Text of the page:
RCMP Commissioner Bob Paulson delivered an abject apology Thursday to hundreds of current and former female officers and employees who were subjected to alleged incidents of bullying, discrimination and harassment dating back 42 years.
Paulson made the apology as he announced a $100 million settlement of two class-action lawsuits stemming from the harassment allegations, some of which date back to September 1974.
“To all the women, I stand humbly before you today and solemnly offer our sincere apology,” an emotional Paulson told a news conference in Ottawa.
“You came to the RCMP wanting to personally contribute to your community and we failed you. We hurt you. For that, I am truly sorry.”
Paulson said the settlements would provide financial compensation for the women and pave the way to end potential class-action lawsuits brought forward by former RCMP members Janet Merlo and Linda Gillis Davidson.
He said the government has provided a total of $100 million to cover the cost of payouts.
Paulson was joined at the news conference by the plaintiffs, as well as Public Safety Minister Ralph Goodale and Labour Minister MaryAnn Mihychuk.
“The impact this has had on those who have experienced this shameful conduct cannot – must not – be solely understood as an adverse workplace condition for which they must be compensated,” Paulson said.
“For many of our women this harassment has hurt them mentally and physically. It is has destroyed relationships and marriages, and even whole families have suffered as a result. Their very lives have been affected.”
Merlo took the podium after Paulson was finished, calling it “a great day for the RCMP” and thanking the commissioner on behalf of the other female members represented in the lawsuits.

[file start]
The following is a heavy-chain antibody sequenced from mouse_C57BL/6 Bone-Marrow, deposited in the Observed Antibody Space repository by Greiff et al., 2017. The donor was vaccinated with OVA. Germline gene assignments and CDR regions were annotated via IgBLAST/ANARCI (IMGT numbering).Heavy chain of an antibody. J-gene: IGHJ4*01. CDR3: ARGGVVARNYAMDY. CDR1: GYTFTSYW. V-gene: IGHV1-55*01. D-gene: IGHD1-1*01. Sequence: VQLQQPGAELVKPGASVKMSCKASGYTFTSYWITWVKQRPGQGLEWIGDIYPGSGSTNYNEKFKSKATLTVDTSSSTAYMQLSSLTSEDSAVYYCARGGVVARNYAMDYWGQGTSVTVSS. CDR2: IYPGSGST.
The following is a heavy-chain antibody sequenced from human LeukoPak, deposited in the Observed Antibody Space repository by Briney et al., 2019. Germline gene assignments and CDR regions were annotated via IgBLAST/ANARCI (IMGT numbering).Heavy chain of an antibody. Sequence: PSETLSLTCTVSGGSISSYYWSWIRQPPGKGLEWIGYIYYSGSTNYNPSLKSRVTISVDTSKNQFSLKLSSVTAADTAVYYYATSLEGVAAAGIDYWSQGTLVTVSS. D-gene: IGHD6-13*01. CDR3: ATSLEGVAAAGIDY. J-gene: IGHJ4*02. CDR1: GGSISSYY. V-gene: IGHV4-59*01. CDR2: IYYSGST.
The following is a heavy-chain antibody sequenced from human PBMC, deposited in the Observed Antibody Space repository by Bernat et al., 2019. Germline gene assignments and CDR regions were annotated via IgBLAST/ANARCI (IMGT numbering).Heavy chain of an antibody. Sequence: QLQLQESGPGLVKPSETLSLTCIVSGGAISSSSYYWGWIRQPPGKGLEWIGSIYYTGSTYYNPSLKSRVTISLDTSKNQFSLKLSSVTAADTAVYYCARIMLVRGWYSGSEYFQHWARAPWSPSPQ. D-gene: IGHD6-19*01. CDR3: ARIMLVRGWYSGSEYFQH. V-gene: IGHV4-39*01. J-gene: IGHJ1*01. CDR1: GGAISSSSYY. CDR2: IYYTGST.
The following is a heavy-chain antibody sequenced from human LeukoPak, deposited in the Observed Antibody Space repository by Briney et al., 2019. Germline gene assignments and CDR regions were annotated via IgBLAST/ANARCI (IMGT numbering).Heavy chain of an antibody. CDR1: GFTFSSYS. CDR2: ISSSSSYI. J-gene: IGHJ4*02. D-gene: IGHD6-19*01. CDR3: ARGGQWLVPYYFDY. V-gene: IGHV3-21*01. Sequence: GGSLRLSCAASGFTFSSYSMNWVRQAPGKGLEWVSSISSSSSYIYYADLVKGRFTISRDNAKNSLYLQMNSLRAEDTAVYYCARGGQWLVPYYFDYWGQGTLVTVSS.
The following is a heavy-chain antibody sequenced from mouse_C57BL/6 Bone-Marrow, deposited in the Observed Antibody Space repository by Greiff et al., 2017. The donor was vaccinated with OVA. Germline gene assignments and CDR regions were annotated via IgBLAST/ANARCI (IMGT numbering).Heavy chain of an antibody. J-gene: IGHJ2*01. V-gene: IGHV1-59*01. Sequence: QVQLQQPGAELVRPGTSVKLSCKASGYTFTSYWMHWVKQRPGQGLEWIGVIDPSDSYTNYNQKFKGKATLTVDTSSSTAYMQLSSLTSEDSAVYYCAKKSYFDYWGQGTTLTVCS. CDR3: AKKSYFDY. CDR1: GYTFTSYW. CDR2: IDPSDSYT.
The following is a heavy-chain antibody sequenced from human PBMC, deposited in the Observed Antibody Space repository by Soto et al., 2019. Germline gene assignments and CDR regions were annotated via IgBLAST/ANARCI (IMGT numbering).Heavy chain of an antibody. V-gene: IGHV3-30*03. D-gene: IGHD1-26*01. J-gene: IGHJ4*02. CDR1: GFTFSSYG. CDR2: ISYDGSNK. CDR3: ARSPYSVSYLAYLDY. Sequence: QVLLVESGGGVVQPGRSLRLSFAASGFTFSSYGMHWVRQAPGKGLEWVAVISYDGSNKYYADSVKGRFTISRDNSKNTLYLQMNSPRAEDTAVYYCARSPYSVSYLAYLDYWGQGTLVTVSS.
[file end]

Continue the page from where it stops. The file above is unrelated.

“They just wanted it to be a better place to work,” Merlo said. “For them I’m really thankful that today finally arrived.”
As she left the podium, she embraced Paulson, who wiped tears from his eyes as he sat back down.
“I love my flag, I love my country and I loved my job; I left way too early,” added Davidson, who also extended her thanks to the commissioner.
“I will continue to stand up and right the wrongs if I can,” she said. “We are, we were and we always will be your greatest asset.”
Hundreds of former and serving female Mounties and civilian members have said they were victims of harassment, bullying and assault dating back to when women first joined the force.
The settlement likely marks the beginning of the end a difficult episode in the force’s history, one that has haunted Paulson’s tenure as commissioner.
“Today’s announcement … closes the door on a deeply troubling and unfortunate period in the history of our national police force,” Goodale said.
“It is an encouraging moment, demonstrating a deep desire on the part of all parties to move forward in a positive and constructive manner – starting immediately.”
Though neither of the two class actions has been certified, the settlement agreements will be submitted to the courts, paving the way for approval. There will be a deadline for signing on to the actions, which means it is too early to tell how many members might be compensated.
Merlo, whose proposed class-action suit was filed in British Columbia, said she experienced many instances of sexual harassment that left her with post-traumatic stress disorder.
Davidson said she endured unwanted sexual advances and repeated harassment during her 27-year career, which included a stint with the prime minister’s protective detail. Her lawsuit was filed in Ontario Superior Court.
The police force has streamlined the process for addressing conflict, giving supervisors more power to deal with disputes promptly, but some critics fear that has opened the door to abuses.
Goodale has already asked the RCMP watchdog to revisit the broad issue of bullying and harassment within the force.
The Civilian Review and Complaints Commission for the RCMP is looking at whether recommendations it made three years ago have been implemented.